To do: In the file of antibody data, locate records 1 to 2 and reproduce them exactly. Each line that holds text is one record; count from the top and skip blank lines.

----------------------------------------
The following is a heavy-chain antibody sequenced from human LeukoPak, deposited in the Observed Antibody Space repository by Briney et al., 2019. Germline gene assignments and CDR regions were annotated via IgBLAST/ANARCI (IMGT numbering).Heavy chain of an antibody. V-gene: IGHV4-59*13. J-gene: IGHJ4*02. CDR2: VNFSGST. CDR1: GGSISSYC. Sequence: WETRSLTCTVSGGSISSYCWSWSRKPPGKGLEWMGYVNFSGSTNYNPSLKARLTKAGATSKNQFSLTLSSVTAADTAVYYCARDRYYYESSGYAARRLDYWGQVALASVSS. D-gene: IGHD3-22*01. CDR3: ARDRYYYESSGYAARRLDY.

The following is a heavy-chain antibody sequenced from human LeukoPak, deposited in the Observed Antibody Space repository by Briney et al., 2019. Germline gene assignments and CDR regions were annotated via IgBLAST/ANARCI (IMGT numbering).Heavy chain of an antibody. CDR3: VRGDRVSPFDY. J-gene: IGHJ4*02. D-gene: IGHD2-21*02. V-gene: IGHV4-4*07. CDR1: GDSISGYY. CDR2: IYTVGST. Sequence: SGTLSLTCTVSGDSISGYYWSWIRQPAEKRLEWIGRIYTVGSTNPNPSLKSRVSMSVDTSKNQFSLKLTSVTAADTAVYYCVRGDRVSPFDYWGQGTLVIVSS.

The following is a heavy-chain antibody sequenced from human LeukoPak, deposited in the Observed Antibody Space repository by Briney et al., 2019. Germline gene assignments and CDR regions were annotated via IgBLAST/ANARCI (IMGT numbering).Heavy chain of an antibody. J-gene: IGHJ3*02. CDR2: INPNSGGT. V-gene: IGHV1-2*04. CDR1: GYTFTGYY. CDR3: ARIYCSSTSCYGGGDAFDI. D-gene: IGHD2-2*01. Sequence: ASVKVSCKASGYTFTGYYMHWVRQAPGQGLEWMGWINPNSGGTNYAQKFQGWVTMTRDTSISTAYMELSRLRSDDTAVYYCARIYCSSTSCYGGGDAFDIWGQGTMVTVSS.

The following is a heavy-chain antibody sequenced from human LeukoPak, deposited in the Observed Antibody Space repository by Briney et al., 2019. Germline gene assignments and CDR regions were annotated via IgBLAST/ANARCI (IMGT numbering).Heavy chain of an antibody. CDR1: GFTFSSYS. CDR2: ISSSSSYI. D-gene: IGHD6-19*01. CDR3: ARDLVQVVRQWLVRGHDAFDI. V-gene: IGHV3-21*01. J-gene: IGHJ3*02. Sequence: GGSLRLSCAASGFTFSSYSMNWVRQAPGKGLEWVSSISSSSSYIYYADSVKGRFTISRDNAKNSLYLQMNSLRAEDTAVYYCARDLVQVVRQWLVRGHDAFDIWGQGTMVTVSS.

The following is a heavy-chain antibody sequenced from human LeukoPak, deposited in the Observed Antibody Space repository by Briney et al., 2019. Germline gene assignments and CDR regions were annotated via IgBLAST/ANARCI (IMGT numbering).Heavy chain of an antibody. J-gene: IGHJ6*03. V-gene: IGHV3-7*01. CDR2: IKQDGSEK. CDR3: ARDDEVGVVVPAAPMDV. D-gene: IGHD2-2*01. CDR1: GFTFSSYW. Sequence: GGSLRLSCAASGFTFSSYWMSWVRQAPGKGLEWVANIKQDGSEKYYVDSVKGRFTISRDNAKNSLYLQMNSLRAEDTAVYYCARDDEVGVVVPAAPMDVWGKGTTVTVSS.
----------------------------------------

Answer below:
The following is a heavy-chain antibody sequenced from human LeukoPak, deposited in the Observed Antibody Space repository by Briney et al., 2019. Germline gene assignments and CDR regions were annotated via IgBLAST/ANARCI (IMGT numbering).Heavy chain of an antibody. V-gene: IGHV4-59*13. J-gene: IGHJ4*02. CDR2: VNFSGST. CDR1: GGSISSYC. Sequence: WETRSLTCTVSGGSISSYCWSWSRKPPGKGLEWMGYVNFSGSTNYNPSLKARLTKAGATSKNQFSLTLSSVTAADTAVYYCARDRYYYESSGYAARRLDYWGQVALASVSS. D-gene: IGHD3-22*01. CDR3: ARDRYYYESSGYAARRLDY.

The following is a heavy-chain antibody sequenced from human LeukoPak, deposited in the Observed Antibody Space repository by Briney et al., 2019. Germline gene assignments and CDR regions were annotated via IgBLAST/ANARCI (IMGT numbering).Heavy chain of an antibody. CDR3: VRGDRVSPFDY. J-gene: IGHJ4*02. D-gene: IGHD2-21*02. V-gene: IGHV4-4*07. CDR1: GDSISGYY. CDR2: IYTVGST. Sequence: SGTLSLTCTVSGDSISGYYWSWIRQPAEKRLEWIGRIYTVGSTNPNPSLKSRVSMSVDTSKNQFSLKLTSVTAADTAVYYCVRGDRVSPFDYWGQGTLVIVSS.